Evanston Audiology - Evanston, IL

Hearing Aids

You’ve probably watched the commercials. The ones pushing PSAPs, or personal sound amplification products, ensuring an improvement to hearing for as little as 20 dollars. It seems like a fantastic deal—especially when compared to the substantial price tag of a hearing aid.

The fact is, it’s not so much a great deal as it is shrewd marketing. The ads do their best to obscure some vital information while emphasizing carefully selected talking points.

However, the question remains: why would you want to shell out more money on a hearing aid when cheaper PSAPs are readily available? Here are five good reasons.

1. PSAPs are not FDA-regulated medical devices

Listen carefully to the PSAP advertisements. You’ll hear all about “boosts” to hearing but never about treating hearing loss. The reason: PSAPs are not FDA-regulated medical devices and cannot be utilized to treat any medical ailment, including hearing loss. PSAPs are merely leisure devices meant to produce benefits to those who can already hear comfortably.

Using a PSAP to address hearing loss is like wearing a pair of reading glasses to treat near and far-sighted vision impairment. Hearing aids, in contrast, are FDA-regulated medical devices that can proficiently treat hearing loss.

2. PSAPs are not programmable

Hearing aids may not look very impressive on the outside, but inside they contain advanced digital technology that can slice up, save, manipulate, and control any type of sound. Hearing aids can also create adjustments for pitch and volume so that amplification complements the patient’s hearing loss precisely.

A PSAP, in comparison, is a one-size-fits-all electronic gadget that amplifies soft sounds. Since everyone’s hearing loss is slightly different, PSAPs won’t amplify the correct frequencies. Rather, PSAPs will amplify all sound, causing distortion in noisy situations.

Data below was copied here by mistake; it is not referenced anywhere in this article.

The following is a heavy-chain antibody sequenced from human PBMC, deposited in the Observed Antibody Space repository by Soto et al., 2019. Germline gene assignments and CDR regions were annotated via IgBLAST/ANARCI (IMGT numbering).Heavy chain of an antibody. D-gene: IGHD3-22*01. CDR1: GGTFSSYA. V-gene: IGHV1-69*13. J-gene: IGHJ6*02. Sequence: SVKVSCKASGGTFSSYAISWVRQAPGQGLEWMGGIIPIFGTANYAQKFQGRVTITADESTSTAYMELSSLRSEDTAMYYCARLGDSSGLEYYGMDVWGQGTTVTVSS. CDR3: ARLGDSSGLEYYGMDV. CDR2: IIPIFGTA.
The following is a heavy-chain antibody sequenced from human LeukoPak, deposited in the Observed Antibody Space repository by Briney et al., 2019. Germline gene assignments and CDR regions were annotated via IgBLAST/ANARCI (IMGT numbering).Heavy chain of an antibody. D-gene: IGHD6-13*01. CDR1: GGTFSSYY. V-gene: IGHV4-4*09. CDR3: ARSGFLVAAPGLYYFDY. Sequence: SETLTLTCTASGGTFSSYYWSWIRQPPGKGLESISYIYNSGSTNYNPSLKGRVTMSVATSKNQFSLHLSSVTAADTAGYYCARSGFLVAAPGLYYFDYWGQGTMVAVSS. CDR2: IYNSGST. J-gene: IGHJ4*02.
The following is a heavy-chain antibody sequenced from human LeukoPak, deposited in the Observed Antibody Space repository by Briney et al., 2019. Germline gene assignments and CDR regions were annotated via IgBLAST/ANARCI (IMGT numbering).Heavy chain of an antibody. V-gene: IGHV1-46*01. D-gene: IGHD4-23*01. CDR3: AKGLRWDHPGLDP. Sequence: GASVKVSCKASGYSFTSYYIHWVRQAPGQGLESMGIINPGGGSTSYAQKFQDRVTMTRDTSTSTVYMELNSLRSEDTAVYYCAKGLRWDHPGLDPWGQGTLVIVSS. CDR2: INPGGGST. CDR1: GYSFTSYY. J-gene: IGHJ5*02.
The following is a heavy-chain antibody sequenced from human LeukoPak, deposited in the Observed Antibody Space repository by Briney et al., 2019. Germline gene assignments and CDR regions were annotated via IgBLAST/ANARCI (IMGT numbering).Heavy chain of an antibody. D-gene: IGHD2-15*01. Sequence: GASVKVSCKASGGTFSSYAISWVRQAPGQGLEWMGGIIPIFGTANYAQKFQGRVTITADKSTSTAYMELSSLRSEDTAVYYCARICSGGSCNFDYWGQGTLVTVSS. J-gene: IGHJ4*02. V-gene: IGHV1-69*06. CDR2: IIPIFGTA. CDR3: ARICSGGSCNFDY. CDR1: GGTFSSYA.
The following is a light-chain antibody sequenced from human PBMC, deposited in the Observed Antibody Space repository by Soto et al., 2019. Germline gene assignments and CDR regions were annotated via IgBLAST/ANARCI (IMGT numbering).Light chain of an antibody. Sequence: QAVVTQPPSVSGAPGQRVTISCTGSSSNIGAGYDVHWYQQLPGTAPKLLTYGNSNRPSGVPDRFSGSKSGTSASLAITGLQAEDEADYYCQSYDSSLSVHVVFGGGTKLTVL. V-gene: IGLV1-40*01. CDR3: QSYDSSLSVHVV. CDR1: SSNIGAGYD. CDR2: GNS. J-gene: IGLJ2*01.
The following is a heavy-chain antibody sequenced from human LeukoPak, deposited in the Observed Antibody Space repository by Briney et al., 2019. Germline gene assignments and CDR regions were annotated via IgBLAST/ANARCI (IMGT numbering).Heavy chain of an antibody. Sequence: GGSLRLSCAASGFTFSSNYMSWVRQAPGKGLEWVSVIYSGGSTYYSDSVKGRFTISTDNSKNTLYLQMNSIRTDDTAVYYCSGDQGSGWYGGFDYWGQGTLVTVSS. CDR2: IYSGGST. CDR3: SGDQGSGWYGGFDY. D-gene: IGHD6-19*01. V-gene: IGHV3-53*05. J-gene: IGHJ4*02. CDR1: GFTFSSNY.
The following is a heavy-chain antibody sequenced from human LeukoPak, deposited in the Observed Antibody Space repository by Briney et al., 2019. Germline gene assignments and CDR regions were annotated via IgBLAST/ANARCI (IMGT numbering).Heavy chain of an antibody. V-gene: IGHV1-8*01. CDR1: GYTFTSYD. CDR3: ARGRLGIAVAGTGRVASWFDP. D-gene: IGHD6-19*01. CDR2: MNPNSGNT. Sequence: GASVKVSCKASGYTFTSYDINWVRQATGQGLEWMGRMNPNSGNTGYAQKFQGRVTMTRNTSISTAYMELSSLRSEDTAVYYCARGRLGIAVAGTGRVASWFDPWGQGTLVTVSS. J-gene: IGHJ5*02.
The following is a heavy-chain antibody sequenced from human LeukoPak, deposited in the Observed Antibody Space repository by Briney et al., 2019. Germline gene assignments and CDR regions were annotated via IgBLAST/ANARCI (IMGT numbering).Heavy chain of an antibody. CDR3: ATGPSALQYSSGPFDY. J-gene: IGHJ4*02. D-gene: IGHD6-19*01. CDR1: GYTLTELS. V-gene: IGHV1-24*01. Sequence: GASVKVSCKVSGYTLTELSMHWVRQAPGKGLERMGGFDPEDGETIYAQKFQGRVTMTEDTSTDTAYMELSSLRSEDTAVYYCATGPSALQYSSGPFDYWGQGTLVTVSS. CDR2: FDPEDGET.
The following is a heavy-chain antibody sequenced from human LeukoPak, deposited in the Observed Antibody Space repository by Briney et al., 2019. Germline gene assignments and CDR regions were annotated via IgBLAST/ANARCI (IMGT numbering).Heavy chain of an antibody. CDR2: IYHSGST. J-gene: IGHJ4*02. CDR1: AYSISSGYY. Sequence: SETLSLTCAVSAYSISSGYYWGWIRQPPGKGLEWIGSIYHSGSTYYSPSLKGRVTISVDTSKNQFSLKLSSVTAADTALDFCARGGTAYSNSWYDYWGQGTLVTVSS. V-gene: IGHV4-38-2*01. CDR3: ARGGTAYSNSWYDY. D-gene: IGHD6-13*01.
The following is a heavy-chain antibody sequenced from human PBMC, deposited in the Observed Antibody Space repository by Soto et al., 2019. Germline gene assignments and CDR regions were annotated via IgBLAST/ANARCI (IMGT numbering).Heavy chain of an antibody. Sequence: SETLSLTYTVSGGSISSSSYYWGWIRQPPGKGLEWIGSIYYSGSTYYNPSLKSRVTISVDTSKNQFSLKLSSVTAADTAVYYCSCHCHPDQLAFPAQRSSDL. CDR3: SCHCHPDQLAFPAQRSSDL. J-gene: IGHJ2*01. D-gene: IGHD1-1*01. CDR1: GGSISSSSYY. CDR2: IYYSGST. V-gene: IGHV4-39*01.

3. PSAPs can’t enhance speech recognition

Speech sounds are distinctive in that they are predominantly represented in the higher frequencies, especially in comparison to background noises. Because digital hearing aids can identify variations in sound frequency, hearing aids can amplify speech while restraining background noise. PSAPs, generally speaking, do not have this function.

4. PSAPs might cost you more in the long-run

To begin with, hearing loss is in some cases brought about by factors that do not require hearing amplification at all. If, for example, earwax buildup is triggering your hearing loss, an easy professional cleaning can correct your hearing within a matter of minutes—and without a cent spent on any amplification devices.

Second, sometimes more serious medical conditions can result in hearing loss, so you’ll want a professional examination to rule this out. Because you can purchase a PSAP without any interaction with any healthcare professionals, you could be placing yourself in danger.

Third, if you do have noise-induced or age-related hearing loss, a PSAP will not work the way you want it to. You’ll probably purchase a hearing aid sooner or later anyway, so you might as well bypass the additional expense of the PSAP.

And finally, unlike hearing aids, there is no mandatory trial period for PSAPs. If you buy one and it doesn’t work, there’s no legal guarantee that you’ll regain your money.

5. PSAPs lack the functionality of a hearing aid

PSAPs, like we noted, are simple amplification gadgets stripped-down of any sophisticated functionality. Hearing aids, on the other hand, can enhance speech, reduce background noise, and adjust to different surroundings. Some hearing aid models can even stream phone calls and music wirelessly, and some can be controlled with smartphones and watches.

The choice is yours

PSAPs do have their uses. If you have normal hearing, PSAPs are perfect for things like bird watching and eavesdropping on conversations, if that’s your sort of thing.

But for hearing loss, don’t settle for less than you deserve. Your hearing, and the relationships that count on it, are too important.

The site information is for educational and informational purposes only and does not constitute medical advice. To receive personalized advice or treatment, schedule an appointment.
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